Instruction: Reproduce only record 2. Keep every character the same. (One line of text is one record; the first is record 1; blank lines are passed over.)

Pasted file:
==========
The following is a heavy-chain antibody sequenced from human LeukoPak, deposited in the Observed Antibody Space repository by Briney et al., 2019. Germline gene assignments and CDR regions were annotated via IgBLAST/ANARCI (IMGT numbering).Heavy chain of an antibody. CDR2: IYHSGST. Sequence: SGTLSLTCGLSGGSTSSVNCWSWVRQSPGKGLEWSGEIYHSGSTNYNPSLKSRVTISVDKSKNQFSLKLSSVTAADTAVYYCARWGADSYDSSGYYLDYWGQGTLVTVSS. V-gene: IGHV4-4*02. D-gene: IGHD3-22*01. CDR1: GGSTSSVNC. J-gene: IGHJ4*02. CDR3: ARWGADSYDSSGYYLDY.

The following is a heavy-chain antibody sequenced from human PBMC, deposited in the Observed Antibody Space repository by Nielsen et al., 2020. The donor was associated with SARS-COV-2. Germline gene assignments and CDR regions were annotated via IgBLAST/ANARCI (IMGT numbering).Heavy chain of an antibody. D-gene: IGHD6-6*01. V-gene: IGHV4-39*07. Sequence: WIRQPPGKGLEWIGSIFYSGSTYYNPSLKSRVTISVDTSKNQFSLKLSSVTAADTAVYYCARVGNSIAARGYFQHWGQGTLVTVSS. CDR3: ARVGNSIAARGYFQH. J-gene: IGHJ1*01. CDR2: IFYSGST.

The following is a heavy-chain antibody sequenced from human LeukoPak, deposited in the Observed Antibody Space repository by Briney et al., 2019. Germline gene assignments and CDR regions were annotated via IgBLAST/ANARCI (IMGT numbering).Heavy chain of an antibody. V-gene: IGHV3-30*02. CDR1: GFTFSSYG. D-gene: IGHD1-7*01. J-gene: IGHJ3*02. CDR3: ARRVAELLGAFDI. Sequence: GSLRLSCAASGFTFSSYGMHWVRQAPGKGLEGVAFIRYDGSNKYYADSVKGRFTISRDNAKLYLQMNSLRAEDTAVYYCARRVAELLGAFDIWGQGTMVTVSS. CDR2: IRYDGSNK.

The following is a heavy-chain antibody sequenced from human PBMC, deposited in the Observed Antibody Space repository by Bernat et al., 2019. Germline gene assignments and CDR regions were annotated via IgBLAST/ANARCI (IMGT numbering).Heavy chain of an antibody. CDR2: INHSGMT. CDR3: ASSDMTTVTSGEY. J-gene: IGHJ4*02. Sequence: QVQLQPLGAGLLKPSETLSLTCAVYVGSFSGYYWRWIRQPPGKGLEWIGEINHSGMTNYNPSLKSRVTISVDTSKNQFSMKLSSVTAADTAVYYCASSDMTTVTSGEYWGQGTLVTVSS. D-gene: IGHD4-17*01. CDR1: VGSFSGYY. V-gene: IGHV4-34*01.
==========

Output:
The following is a heavy-chain antibody sequenced from human PBMC, deposited in the Observed Antibody Space repository by Nielsen et al., 2020. The donor was associated with SARS-COV-2. Germline gene assignments and CDR regions were annotated via IgBLAST/ANARCI (IMGT numbering).Heavy chain of an antibody. D-gene: IGHD6-6*01. V-gene: IGHV4-39*07. Sequence: WIRQPPGKGLEWIGSIFYSGSTYYNPSLKSRVTISVDTSKNQFSLKLSSVTAADTAVYYCARVGNSIAARGYFQHWGQGTLVTVSS. CDR3: ARVGNSIAARGYFQH. J-gene: IGHJ1*01. CDR2: IFYSGST.